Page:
The Canadian Real Estate Association (CREA) largely blames tighter mortgage lending rules for the slow housing market in March.
Sales dropped 4.6% year-over-year to levels not seen since 2013. Sales were 12% below the 10-year average for March, and 20% below the average for British Columbia, Alberta and Saskatchewan. But there was a glimmer of good news from Quebec and New Brunswick, which saw above-average activity.
The average home price remained stable, down 1.8% year-over-year to $481,745, or $383,000 once you exclude Toronto and Vancouver.
“…Many prospective homebuyers remain sidelined by the mortgage stress test to varying degrees depending on where they are looking to buy,” says Jason Stephen, CREA’s president.
CREA has continually blamed the new mortgage rules for a soft housing market since they came into effect on January 1, 2018.
Canadians must now qualify at 5.34%, or 2% above their contract rate, whichever is higher. This has severely reduced affordability, especially for first-time homebuyers, and has—perhaps unfairly—impacted residents outside of the hyper-expensive Toronto and Vancouver areas.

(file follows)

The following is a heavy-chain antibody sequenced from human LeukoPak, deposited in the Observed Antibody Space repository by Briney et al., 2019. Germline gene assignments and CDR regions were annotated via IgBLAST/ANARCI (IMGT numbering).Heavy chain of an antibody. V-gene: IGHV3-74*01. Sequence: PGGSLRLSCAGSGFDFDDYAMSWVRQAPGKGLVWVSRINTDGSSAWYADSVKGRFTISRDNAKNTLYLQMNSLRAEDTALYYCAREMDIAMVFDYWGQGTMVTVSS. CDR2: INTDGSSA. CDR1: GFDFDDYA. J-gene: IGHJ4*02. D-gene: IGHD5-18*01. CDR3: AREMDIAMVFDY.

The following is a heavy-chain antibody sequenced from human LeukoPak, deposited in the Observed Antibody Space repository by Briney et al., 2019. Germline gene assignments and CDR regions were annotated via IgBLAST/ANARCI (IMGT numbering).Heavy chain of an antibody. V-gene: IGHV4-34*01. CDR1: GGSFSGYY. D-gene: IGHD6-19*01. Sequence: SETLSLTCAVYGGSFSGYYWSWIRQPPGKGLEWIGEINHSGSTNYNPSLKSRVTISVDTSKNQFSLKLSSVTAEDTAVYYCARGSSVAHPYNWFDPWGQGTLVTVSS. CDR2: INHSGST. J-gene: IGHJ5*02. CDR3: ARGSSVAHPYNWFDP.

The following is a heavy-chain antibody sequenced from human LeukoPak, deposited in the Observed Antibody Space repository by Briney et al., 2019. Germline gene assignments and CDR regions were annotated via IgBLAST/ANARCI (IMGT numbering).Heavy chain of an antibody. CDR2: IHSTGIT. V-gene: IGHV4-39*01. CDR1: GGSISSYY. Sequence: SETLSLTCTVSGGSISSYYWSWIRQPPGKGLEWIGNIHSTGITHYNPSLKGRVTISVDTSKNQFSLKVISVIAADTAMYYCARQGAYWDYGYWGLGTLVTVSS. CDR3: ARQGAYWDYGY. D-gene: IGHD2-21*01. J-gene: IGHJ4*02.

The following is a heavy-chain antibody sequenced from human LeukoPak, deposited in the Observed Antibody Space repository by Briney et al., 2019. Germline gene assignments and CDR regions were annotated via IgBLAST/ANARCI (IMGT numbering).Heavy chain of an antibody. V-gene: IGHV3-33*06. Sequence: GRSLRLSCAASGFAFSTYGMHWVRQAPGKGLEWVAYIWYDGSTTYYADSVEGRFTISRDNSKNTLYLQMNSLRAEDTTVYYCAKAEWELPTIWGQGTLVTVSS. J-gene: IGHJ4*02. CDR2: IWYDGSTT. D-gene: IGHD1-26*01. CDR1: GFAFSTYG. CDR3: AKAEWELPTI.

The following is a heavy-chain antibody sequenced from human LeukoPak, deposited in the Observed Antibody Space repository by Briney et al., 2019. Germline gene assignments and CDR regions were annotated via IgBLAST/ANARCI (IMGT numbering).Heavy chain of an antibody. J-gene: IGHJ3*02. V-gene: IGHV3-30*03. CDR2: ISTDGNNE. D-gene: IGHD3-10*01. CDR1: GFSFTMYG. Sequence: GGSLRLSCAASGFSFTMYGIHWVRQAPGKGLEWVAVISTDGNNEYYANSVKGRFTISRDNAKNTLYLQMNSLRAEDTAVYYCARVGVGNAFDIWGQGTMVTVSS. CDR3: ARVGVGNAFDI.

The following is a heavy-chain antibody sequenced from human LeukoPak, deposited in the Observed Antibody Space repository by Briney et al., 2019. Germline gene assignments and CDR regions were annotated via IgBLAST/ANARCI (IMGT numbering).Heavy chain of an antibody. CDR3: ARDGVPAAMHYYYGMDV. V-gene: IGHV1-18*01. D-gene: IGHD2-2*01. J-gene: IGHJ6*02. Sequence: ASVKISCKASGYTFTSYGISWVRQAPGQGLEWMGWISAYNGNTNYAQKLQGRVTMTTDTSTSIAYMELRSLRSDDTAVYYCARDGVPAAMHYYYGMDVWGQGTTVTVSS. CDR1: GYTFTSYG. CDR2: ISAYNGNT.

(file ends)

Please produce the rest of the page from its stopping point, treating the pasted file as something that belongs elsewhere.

But the regulation was intended specifically to reduce the risk borrowers pose to the economy at large. When interest rates rise, borrowers may find themselves overextended and spending so much on their mortgage they have little else to spend on consumer goods, thus slowing the economy.
For now, the rules remain firmly in place, although borrowers can circumvent them by choosing a credit union or private lender, or finding a co-signer.
And it makes sense that affordability is an issue, regardless of the stress test, considering almost all Canadian cities are up in price over the last five years, most of them significantly.
Overall, the benchmark price is up almost 40% in the 19 markets CREA tracks, with the Fraser Valley up 80% and the Niagara region up 77%. Only four cities are down from five years ago, and they are all in the Prairies, which is suffering (from a seller’s viewpoint) from oversupply: Calgary (-5.19%), Edmonton, (-5.24%), Regina (-12.09%) and Saskatoon (-9.26%).
Therefore, it’s likely that March will prove to be a short-term blip and housing will remain an excellent long-term purchase and investment. To see how each local market performed this month, check out the infographic below:
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